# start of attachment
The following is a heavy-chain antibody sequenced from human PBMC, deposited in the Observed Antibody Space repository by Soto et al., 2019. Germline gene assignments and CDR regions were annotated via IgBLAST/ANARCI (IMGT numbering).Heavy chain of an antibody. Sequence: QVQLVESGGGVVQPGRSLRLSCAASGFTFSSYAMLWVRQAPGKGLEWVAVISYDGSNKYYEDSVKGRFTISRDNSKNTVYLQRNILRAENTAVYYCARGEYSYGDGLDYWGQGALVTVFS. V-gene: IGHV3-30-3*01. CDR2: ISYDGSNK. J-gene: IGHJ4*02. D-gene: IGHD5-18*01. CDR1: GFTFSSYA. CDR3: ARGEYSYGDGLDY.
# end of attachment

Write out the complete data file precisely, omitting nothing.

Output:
The following is a heavy-chain antibody sequenced from human PBMC, deposited in the Observed Antibody Space repository by Soto et al., 2019. Germline gene assignments and CDR regions were annotated via IgBLAST/ANARCI (IMGT numbering).Heavy chain of an antibody. Sequence: QVQLVESGGGVVQPGRSLRLSCAASGFTFSSYAMLWVRQAPGKGLEWVAVISYDGSNKYYEDSVKGRFTISRDNSKNTVYLQRNILRAENTAVYYCARGEYSYGDGLDYWGQGALVTVFS. V-gene: IGHV3-30-3*01. CDR2: ISYDGSNK. J-gene: IGHJ4*02. D-gene: IGHD5-18*01. CDR1: GFTFSSYA. CDR3: ARGEYSYGDGLDY.